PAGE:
It really says a lot that breaking up the narrative structure like this can have such an impact on the game's experience.  I felt bored with games like Red Dead Redemption or Assassin's Creed: Brotherhood thanks to that simple "seen it all before" feeling, even if the game is in the wild west.  But when was the last time that getting multiple endings told you more about the world?  Shadow the Hedgehog?  (not recommended you play that one)  My biggest complaint with games like Ace Attorney or Hotel Dusk is that they're ridiculously linear, but 999 tells a compelling story despite, and because of its branching paths.  Otherwise it'd just be a well-written, but unremarkable adventure game.  Pursuing multiple scenarios as if they were all equally important as the last just strengthened my bond with the characters, including seeing what would happen if I decided to just screw everybody over. 
 
Oddly enough, my only complaint about 999 is that I wanted to see even more of it.  It doesn't end on a cliffhanger, but the potential for a sequel is there, and the director is fully ready to make another one, possibly for the 3DS.  I read a long interview with him, and it pleases me to know that there are people like him who take video game writing seriously.  He openly discusses his thought process and discussions, which make me all the more excited to become a writer myself.  The thing is, he'll only make a sequel depending on how well-received this game is.  So go purchase Nine Hours, Nine Persons, Nine Doors right now!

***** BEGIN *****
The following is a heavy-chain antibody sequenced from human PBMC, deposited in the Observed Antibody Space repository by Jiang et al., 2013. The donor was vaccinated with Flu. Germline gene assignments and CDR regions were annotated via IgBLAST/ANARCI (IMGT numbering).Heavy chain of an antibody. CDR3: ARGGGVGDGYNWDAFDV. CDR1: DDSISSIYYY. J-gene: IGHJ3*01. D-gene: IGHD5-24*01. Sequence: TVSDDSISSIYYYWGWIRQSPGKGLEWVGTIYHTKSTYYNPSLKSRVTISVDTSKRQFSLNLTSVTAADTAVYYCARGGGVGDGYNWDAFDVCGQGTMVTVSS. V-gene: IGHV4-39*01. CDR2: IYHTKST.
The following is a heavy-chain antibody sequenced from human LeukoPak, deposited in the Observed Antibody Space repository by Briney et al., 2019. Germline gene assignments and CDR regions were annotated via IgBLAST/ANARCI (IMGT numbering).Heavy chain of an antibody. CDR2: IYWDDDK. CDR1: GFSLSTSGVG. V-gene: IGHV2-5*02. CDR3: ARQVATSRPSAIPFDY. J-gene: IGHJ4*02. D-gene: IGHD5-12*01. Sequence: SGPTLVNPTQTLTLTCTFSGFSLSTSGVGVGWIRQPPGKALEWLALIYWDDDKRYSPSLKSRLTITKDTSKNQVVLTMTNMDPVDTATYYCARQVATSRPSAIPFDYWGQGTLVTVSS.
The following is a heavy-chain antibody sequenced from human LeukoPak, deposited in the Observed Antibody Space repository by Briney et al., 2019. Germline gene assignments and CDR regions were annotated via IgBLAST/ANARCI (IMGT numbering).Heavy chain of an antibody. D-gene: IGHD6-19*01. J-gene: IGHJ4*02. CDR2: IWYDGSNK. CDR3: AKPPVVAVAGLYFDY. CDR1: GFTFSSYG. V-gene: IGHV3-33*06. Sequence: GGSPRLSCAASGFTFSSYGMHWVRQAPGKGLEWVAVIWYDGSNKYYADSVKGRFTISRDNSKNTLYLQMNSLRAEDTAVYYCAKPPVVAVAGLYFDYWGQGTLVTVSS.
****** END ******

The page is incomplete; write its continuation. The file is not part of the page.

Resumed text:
#2 Posted by FancySoapsMan (5818 posts) -

I absolutely agree with you.
 
I played through 4 times in a row, and all 4 endings I got were amazing.

#3 Posted by LordXavierBritish (6320 posts) -

I played this game so much I didn't sleep for like three days god damn it. 
 
It really does handle the endings really well. Although i kind of fell into finding the truth, there is no reason that someone shouldn't be able to finish this game without a FAQ. It makes it pretty clear what factors lead to which results and how you can manipulate those outcomes. 
 
I don't think the way 999 handles its endings would necessarily work for most games, but it is certainly worth investigating as it is a hell of a lot more rewarding than just going from point A to point B.

#4 Posted by ShadowVirus (793 posts) -

I agree, this game is amazing. I've finished the game twice now and I'm already looking forward to my next playthrough.

#5 Posted by JoyfullOFrockets (1177 posts) -

Yup, it was absolutely terrific. This as well as Ghost Trick are prime examples of what more developers should try to do. I'd love to see a similar type of game appear with better and higher-res art on consoles.

#6 Posted by eldiax (632 posts) -

I don't think there is a real need for a sequel, but hell I'd kill for more games like 999. I believe that there isn't a game that is localized better than this one, the writing feels like it was originally done in English.

#7 Posted by MrCHUP0N (248 posts) -

I'm incredibly excited to see what the other endings have in store. I've just finished my first playthrough (the ending I got was what you see in the second icon in the Save/Load screen) and immediately restarted. I don't do that for many games anymore these days since I'm old, decrepit and busy.